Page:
Tuesday, July 11, 2006

World cup final thoughts

This year’s World Cup was a fascinating tournament that may be remembered for many great plays and stories, but two major disappointments at the end will probably stick in our memories the longest.

The most obvious disappointment is how the career of Zinedine Zidane of France game to an inglorious end. When great athletes retire, their feats and their failures are fresh enough in our minds that we can recall them easily. As time passes, those failures tend to fade from our memories first. However, the greatness not only never fades, but magnifies because we no longer balance it against the failures. Zidane will likely be remembered as one of the game’s all-time great players, but his final act on the pitch will ensure that we never forget that his temper was as legendary as his skill.

In case you missed it, in the second overtime, Zidane viciously head-butted Marco Materazzi right in the chest and was red-carded, ending his career (he announced his retirement before the tournament). It was physically unprovoked, but we’ll never know what Materazzi said to Zidane that might have set him off. It doesn’t really matter what he said, though. You can’t allow mere words to provoke you, especially with so much at stake. You’re the captain, the team’s best player, the guy that everyone else is playing for, and with one act of churlishness, you abandon your team when they need you the most. It takes either supreme selfishness or a complete lack of self control to allow that to happen.

In spite of this, Zidane received the Golden Ball, which is the tournament MVP award. Does that stand for Most Vicious Punk? How could anyone in their right mind vote for him after that? Yes, Zidane was brilliant in the knockout stage of this tournament (he was non-existent in group play), but how do you reward a guy who suffered one of the biggest brain cramps in sports history? That’s like naming Bill Buckner the World Series MVP for letting a ball roll through his legs. For assaulting Materazzi, Zidane should get the Golden Ball-and-Chain.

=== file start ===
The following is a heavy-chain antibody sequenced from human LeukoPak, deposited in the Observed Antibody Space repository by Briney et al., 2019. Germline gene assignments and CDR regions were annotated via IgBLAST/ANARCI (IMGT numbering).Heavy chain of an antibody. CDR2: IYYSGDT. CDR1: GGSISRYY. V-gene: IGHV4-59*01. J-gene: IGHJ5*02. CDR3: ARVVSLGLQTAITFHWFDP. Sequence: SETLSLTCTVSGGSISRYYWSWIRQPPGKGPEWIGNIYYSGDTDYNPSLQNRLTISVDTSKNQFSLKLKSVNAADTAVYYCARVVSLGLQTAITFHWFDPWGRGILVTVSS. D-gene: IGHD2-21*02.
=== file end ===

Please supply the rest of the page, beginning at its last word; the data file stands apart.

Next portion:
Oh, and we still haven’t heard Zidane’s side of the story yet. The French, who worship this guy, deserve at least an explanation, if not an apology, but so far, he’s been silent.

Equally disappointing to me was the fact that the game was settled by penalty kicks. As much as I enjoy soccer, I hate deciding games by penalty kicks. It’s so arbitrary that you might as well flip a coin. It would be like baseball breaking ties with a home run derby, or football having an extra point kicking contest, or basketball coming down to a free throw contest. For the goalies, saving a penalty kick is 95% luck, 5% skill. If the player makes a good enough shot, the goalie has no chance. And it doesn’t have to be a great shot, just a good one.

I don’t understand why they can’t just keep playing until someone wins. Yes, players get tired, but that’s soccer. More than any other game, soccer is a game of attrition. Each team only gets three substitutions, so fitness is a significant factor in soccer. In the Italy-France game, France’s star striker Thierry Henry had to be subbed out in OT because of cramps. If the teams had kept playing, maybe other guys would have dropped out too. That’s fine with me. Just keep playing and may the fitter team win. That’s a heck of a lot better than having the luckier team win.

Off the topic, there is one thing soccer does that could spice up our professional sports some, and that’s relegation. In the European professional leagues, there are divisions, much like baseball has, and at the end of the year, the two or three worst teams in each division get relegated, which means that they have to play in a lower division next year, while the top teams from the lower division move up to take their place. Can you imagine that in baseball? You could have, for example, Tampa, KC and Pittsburgh playing in September to keep from being sent to AAA. Not the players, the entire franchise. Then, those teams could be replaced by, say, Toledo, Scranton-Wilkes Barre and Round Rock. How many people would fill the bleachers at Wrigley if the Cubs were actually playing at AAA instead of simply playing like they belong there? Do you think that would motivate the front office a little bit? It’ll never happen, of course, but it would be fun if it did.